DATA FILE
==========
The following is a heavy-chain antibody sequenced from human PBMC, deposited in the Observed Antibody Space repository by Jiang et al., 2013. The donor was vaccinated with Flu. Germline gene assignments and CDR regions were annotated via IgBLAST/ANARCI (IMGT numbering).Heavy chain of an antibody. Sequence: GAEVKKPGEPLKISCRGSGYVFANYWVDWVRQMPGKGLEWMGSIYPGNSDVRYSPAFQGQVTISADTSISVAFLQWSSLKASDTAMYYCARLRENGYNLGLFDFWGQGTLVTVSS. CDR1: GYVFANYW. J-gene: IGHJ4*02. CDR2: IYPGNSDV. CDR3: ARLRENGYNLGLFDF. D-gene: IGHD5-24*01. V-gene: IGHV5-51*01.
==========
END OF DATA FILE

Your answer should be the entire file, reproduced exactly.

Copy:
The following is a heavy-chain antibody sequenced from human PBMC, deposited in the Observed Antibody Space repository by Jiang et al., 2013. The donor was vaccinated with Flu. Germline gene assignments and CDR regions were annotated via IgBLAST/ANARCI (IMGT numbering).Heavy chain of an antibody. Sequence: GAEVKKPGEPLKISCRGSGYVFANYWVDWVRQMPGKGLEWMGSIYPGNSDVRYSPAFQGQVTISADTSISVAFLQWSSLKASDTAMYYCARLRENGYNLGLFDFWGQGTLVTVSS. CDR1: GYVFANYW. J-gene: IGHJ4*02. CDR2: IYPGNSDV. CDR3: ARLRENGYNLGLFDF. D-gene: IGHD5-24*01. V-gene: IGHV5-51*01.